Yoga and Peace

Every day at the same time, the religious leader would walk through the town. As he traveled the same route each day, his followers trailed behind. One day, as they were walking through a narrow street in a poorer part of town, an upper-story window flew open. A woman leaned out of the window and shouted insults at the leader. She then dumped a bucket of garbage on him. Anger surged through the followers like an electric current. They shouted angrily and started moving toward the stairs in order to subdue the woman and avenge their leader. The leader thrust out his arms to stop them. He then said calmly, “My religion is one of peace. Come. Walk with me.”

Carefully he wiped the garbage from his head and shoulders, and then peacefully walked on as if nothing had happened. The followers were again walking through the same part of town. As they approached the place where the incident had occurred the day before, the shutters flew open. The same woman leaned out of the window and dumped insults and garbage upon the leader, just as she had done the day before. The followers were now livid with anger, their repressed rage having simmered for a full day. Yet once again, the leader smiled gently, as if he had been expecting this to happen. Again, he held out his hands to restrain his followers and simply said, “My religion is one of peace, of brotherhood. Come. Walk with me.”

The followers were incredulous. They could not understand how the leader could willingly accept such abuse a second time. But they reluctantly consented to their leader’s wishes and fell in tow. The next day, the same thing happened, and the next, and the next, and the next. And so it went. The leader bore the brunt of the anger and hatred of the woman on the upper floor, while the followers continued to be perplexed by his gentle acceptance. One day, they were walking down the same alley, and as they passed that now-familiar window, no shutters flew open, no insults were hurled, and no garbage descended. The leader stopped. He turned to his followers, and, as if talking to himself, wondered aloud, “Yesterday she looked pale. I think she is sick, and that is why she has not come to the window.” To the astonishment of his followers, the leader walked upstairs and knocked on the door of the woman’s apartment. A servant came to the door. The leader asked about the welfare of the lady who lived there, and the servant confirmed that the woman was indeed ill and in bed.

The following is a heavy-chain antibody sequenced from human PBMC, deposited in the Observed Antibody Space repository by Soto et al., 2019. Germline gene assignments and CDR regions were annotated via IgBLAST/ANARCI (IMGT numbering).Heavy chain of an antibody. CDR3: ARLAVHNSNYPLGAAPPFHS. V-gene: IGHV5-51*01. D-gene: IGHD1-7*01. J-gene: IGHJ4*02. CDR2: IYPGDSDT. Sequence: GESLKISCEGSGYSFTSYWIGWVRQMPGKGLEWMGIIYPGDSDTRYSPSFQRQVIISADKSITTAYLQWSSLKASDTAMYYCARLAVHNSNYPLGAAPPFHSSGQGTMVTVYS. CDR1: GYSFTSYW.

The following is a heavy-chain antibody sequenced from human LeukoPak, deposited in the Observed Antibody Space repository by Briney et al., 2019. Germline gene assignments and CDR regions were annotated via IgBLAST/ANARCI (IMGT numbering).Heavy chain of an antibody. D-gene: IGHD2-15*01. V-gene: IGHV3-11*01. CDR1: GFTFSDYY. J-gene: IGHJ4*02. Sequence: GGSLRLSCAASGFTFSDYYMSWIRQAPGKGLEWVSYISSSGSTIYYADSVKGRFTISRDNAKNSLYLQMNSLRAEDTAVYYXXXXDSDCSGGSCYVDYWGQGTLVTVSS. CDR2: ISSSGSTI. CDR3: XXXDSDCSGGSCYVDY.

The leader then went to her bedside, held her hand, and comforted her. He sat beside her for a long time, stroking her hand and soothing her pain. He then sent for a doctor, and when he felt certain that she was well taken care of, he left and resumed walking down the street with his followers. Each day thereafter, he visited the woman and cared for her. She was initially full of distrust. As the days passed, her suspicions began to melt away. She realized this was no ordinary man. When she was finally well, she bowed to him and said, “I am deeply sorry. You are truly a great leader – nay, you are a prophet. I accept your faith, and I am deeply humbled by your might equanimity and your immovable peace.”

This woman became one of the most ardent devotees of the leader whom history remembers as the great prophet Mohammed. In this lovely story, prophet Mohammed embodies the unshakeable inner peace that keeps us sane when life seems to be dropping garbage and insults on our weary heads. (I cannot verify this story of the prophet as being true, though it brought me to tears, and helped me to truly respect him. It was told to me by a family member to explain what a great and peaceful man the prophet Mohammed really was.) Peace is the inner awareness that, despite it all, everything is in its places. Peace of mind keeps us afloat when wild waves buffet our fragile boat. It is peace that allows us to sleep well at night. It is peace that creates the inner knowing that no effort is in vain. Indeed, even physical healing happens only when our nerves are calm and we are at peace.

By meditating or practicing yoga, we should not merely seek the peace that a wise practice inevitably leaves in its wake. Peace is not an end unto itself, just a means. When our mind is at peace, we can listen to our heart, realize our dharma, and then act upon it. A troubled, turbulent mind can hardly see itself objectively or fathom the purpose for its creation. Hence, cultivating peace of mind helps us discover the purpose for our existence. Peace must not simply serve our desire for comfort; it must serve our dharma. So find peace, yet reject peace. Strive for purposeful peace, while discarding the lethargic peace that prevents you from actively living your dharma.

Aadil Palkhivala©2008

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